To test for packet loss, you must first have a way of measuring packets at both ends of your connection. You can figure out one end by issuing ping requests from the other – make sure you know the source’s IP address (for example, the source could be the DNS server you are using).
How do you test packet loss?
An easy way on how to test packet loss is to visit devicetests.com’s packet loss test, where you can choose specific presets according to your needs in testing.
A ping utility can be considered a “lightweight” packet; it’s not carrying much information (it’s not like opening an HTML file on your browser, which requires more than just one packet) – however, it is still useful for testing purposes.
Just make sure that any additional packets are required to go out within some short time frame after sending the original request. If you wait too long to send additional packets, there might not be enough time to reach their destination and return before your first ping times out!
Make sure your requests are spaced apart by at least 1ms so that they don’t clog up each other preventing the outgoing packets from being sent as quickly as possible.
You can monitor your packets using an SNMP tool such as MRTG as well – this is useful for those who have a router that supports SNMP monitoring at the WAN interface. If you have a Netgear or Linksys router, there are instructions on how to do this online already!
Type of Traffic
The next step is to figure out what kind of traffic will be tested. Generally, it’s best to vary your tests by using different sized packets (small, medium, and large) along with several types of TCP/IP traffic (plaintext, HTTPS connection, etc.)
Alternatively, you could attempt to use ICMP echo requests which are supposed to be processed very quickly; however, their performance will depend on the protocol stack of the destination.
Kill All Unnecessary Applications
After choosing your test traffic, configure your source machine to stop unnecessary applications (particularly any ssh or FTP servers) before sending packets. Ideally, you should only be running one application on the source machine – this allows it to focus on sending packets making measurements more accurate.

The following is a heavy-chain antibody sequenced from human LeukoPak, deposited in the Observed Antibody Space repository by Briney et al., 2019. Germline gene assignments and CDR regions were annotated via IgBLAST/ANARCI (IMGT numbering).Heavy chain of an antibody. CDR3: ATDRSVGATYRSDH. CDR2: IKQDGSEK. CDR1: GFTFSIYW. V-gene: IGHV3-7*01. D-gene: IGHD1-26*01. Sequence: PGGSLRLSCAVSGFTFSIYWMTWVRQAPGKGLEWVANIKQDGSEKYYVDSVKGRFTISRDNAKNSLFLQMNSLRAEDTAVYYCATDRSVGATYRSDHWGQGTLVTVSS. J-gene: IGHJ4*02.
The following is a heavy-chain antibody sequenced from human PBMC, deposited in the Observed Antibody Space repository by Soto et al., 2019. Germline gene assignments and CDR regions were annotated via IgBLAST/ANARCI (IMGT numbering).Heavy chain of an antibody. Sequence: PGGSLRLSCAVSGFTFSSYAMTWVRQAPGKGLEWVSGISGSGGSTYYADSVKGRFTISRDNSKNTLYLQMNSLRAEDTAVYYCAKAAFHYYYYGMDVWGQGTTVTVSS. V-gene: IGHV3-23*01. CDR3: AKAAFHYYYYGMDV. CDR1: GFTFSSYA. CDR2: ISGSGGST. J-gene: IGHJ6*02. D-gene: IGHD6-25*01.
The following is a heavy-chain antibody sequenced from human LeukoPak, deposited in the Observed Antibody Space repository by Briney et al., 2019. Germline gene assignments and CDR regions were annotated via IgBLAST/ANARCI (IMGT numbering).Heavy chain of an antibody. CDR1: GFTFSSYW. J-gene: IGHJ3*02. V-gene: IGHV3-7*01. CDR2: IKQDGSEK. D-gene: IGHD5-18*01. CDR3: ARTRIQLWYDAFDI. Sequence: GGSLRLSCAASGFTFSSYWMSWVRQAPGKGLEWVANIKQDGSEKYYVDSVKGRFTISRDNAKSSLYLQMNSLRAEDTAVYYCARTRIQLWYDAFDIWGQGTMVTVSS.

Also, make sure that all firewalls are disabled (especially any built-in Windows firewall) in addition to anti-virus scanning software; whenever possible, disable UAC too!
If you’re using an operating system with a different firewall, don’t forget it can still affect packet loss, especially when trying to test UDP protocols! Keep in mind that each packet will require at least one header, usually around 40 bytes for TCP packets. However, you can save some bytes by using smaller UDP packets of around 40-60 bytes each.
Capture and Collect Data
Now that everything is ready to go, start capturing data on your monitoring interface. You may want to increase the capture buffer size if it’s too small for testing purposes (most cards will need at least 64KB of memory to stream 300 Mbps continuously); however, keep in mind that setting this value too high may affect performance which defeats the purpose of trying to measure packet loss!
Make sure not to change any other settings so as not to skew the results – also, make sure you run with no headroom so that no packets are dropped due to overflowing buffers!
Once you’ve collected all the data try sorting it by time or packet count; in general, the most packets lost in a period will be highlighted in red. If you see any sudden spikes, then this is where you should look next.
If your problem still isn’t solved, try running a continuous ping from the source machine to a known good address such as 18.104.22.168 every few minutes. This ensures that there will always be an echo packet sent back, which helps eliminate network congestion during testing, especially if you’re trying to test TCP connections!
However, keep in mind that sending packets all the time can impact your bandwidth but only very slightly since each ping packet is around 40 bytes for IPv4 and 60 bytes for IPv6.
While measuring packet loss, another thing to keep in mind is that you should perform all of your tests from the same location. This reduces the chance of abnormal network conditions such as a faulty switch or congested link in addition to any changes to routers or firewalls along the path.
If packet loss is still being measured, it may be time to investigate whether your problem is caused by issues with the ISP, router/firewall, cable modem, DPC/modem, or even a bad NIC on one or both source and destination machines! Eventually, you’ll come across a solution that works for you! Good luck.